And, as a bonus, some Similar Images, according to Google Image Search.


Attention, Anyone Who’s Ever Invited Me to an Event on Facebook and not Bothered to Mention What City it’s in…

I’m going to be handing out HUNDRED DOLLAR BILLS next Tuesday. Be there!

Location: Subway


Want to Make a 3D Comic?

Matthew Bogart writes with news of a simple 3D comic he made the old fashioned way: two frames which viewers can merge by crossing their eyes.

Not everyone can see the effect, but when I was a kid I loved making 3D pictures this way using colored pencils and small-grid graph paper, so this made me smile.

These days, the most efficient way to get this effect might be using layers in a program like Photoshop or Illustrator, but anyone, using even the simplest tools, can pull this same trick with a little planning.

Anyone else want to try?


Cause and Effect

Ed Piskor offers a great round-up of that peculiar comics phenomenon: the single panel in which an action and its consequences/reactions share the same visual instant.

[via BoingBoing via Mike Fortress]


Things I Never Said

Roger Ebert tweeted what he thought was a quote of mine yesterday. It’s been retweeted “100+ times” — which could mean many more — and many are reacting to it.

Nice of Mr. E. to name check me, but there’s one little problem:

I never said it.

During the neverending video-games-are-or-aren’t-art debate on Ebert’s blog, several people brought me up, citing my definition of art from Understanding Comics, and one of them paraphrased the definition which Ebert then put quotes around and tweeted.*

Here’s what I actually said way back in 1993:

“Art, as I see it, is any human activity which doesn’t grow out of either of our species’ two basic instincts: survival and reproduction.”

…followed by pages of explanations of how I don’t see art as an either/or proposition, but a component of human behavior that exists to varying degrees in nearly everything we do.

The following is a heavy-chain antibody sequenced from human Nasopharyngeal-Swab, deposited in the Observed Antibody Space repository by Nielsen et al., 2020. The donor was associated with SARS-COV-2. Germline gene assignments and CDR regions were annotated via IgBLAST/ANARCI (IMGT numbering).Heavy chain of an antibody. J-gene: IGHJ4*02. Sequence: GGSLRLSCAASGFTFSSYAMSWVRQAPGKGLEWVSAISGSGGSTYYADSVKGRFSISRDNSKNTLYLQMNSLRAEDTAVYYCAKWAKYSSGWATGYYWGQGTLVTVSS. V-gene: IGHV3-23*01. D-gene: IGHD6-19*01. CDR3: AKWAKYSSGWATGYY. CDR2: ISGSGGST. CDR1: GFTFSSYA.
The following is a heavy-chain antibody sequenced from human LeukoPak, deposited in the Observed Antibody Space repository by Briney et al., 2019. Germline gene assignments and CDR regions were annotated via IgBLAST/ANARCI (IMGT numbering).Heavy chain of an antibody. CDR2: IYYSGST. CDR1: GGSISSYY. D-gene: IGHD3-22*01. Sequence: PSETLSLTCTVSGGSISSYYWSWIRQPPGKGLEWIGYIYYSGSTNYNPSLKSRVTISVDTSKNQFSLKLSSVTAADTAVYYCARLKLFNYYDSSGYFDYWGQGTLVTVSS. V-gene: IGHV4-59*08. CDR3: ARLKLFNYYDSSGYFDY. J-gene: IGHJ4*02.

Got it?

Now here’s the paraphrased (i.e., wrong) version that was rampaging across the Twittersphere yesterday:

“Art is is something people do that doesn’t get them money or sex.” (Scott McCloud)

Not quite the same.

So… Knowing how these things work, I just thought I’d make special mention of it here so that maybe the correction will follow the meme, at least enough to keep it off my tombstone.

For much more than a sound bite on my ideas on art, check out Understanding Comics pages 162-169 and Reinventing Comics pages 42-51.

This all goes with the territory of course, and there are worse problems than being misquoted by Roger Ebert, but I am thinking of starting a list of “Things I Never Said.”

Maybe I’ll start with “McCloud thinks Egyptian hieroglyphics are comics.” [Um... No. UC page 12.]

***

[Edit to Add #1: No I don't blame Ebert, it was an honest mistake.]

[Edit to Add #2: Where I come down on the videogames = art question.]

*[Edit to Add #3!Neil Figuracion originally took the blame, until we both realized it was someone else.]


Hibernation Week: Five-Minute Face #5

[See Monday's post for details.]


Hibernation Week: Five-Minute Face #4

[See Monday's post for details.]